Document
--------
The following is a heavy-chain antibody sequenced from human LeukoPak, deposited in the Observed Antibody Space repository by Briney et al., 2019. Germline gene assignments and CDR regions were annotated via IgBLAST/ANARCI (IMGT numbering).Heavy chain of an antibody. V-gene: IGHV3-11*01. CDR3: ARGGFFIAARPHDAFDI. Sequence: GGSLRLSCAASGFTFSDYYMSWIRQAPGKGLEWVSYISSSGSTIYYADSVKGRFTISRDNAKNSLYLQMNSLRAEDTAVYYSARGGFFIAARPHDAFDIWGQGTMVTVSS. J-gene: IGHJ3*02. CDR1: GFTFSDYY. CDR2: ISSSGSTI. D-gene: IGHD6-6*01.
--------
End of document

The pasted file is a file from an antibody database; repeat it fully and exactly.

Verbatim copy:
The following is a heavy-chain antibody sequenced from human LeukoPak, deposited in the Observed Antibody Space repository by Briney et al., 2019. Germline gene assignments and CDR regions were annotated via IgBLAST/ANARCI (IMGT numbering).Heavy chain of an antibody. V-gene: IGHV3-11*01. CDR3: ARGGFFIAARPHDAFDI. Sequence: GGSLRLSCAASGFTFSDYYMSWIRQAPGKGLEWVSYISSSGSTIYYADSVKGRFTISRDNAKNSLYLQMNSLRAEDTAVYYSARGGFFIAARPHDAFDIWGQGTMVTVSS. J-gene: IGHJ3*02. CDR1: GFTFSDYY. CDR2: ISSSGSTI. D-gene: IGHD6-6*01.